Brinker Restaurant Corp. v. Superior Court – April 12, 2012

By far the most anticipated ruling in the employment law arena this term, the Court provided needed guidance on the state’s meal and rest break laws. The Court determined that to comply with California’s meal break statutes, employers must provide employees with a 30-minute, uninterrupted meal period by relieving employees, “of all duty for the designated time period.” However, employers do not have to “ensure” that the employee does no work.”

With respect to the timing of meal breaks, the Court held that unless the employees waive their meal period, Labor Code section 512 requires employers to provide a meal period no later than the end of the employees’ fifth hour of work, and a second meal period no later than the end of the employees’ tenth hour of work. The Court refused to hold either that employers must provide a meal period after every five hours, or that a meal period must start at a particular time within the windows described above.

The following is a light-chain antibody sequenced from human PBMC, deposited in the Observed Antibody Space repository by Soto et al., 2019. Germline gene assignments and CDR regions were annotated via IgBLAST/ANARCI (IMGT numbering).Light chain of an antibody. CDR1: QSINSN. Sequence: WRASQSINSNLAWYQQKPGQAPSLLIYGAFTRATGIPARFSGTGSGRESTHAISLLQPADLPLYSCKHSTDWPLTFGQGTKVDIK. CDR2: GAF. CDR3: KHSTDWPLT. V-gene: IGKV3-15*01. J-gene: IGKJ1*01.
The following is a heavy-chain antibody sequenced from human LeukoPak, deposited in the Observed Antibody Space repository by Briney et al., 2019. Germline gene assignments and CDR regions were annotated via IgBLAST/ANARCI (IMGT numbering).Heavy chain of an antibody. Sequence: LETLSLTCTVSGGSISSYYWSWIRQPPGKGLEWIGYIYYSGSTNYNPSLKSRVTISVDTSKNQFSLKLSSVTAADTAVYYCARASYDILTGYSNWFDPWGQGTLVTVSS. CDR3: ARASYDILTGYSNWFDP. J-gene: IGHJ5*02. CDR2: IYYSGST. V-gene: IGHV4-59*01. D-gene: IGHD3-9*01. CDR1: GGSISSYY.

The Court also held that California law requires employers to “authorize and permit rest breaks.” Determination of the appropriate rest period is based on the total hours worked in a day at a rate on ten minutes net rest for every four hours, or major fraction thereof, worked. Thus, to comply, employers must permit 10-minute, uninterrupted rest periods for shifts from three and one-half to six hours in length, 20-minute rest periods for shifts lasting more than six hours and up to ten hours, 30-minute rest periods for shifts of more than ten hours and up to 14 hours in length, and so on. The Court concluded that employers should make a good faith effort to make rest breaks available on either side of a meal break for employees working an eight- hour shift.

Finally, the Court ruled that trial courts may determine whether common issues of law and fact exist in a class action suit, without deciding whether the class claims have any legal merit. The plaintiffs’ bar believes this part of the court’s ruling opens up new doors for class action claims, even as the Court’s discussion of meal and rest period law may close them.

Stay tuned for Part 2 of this article.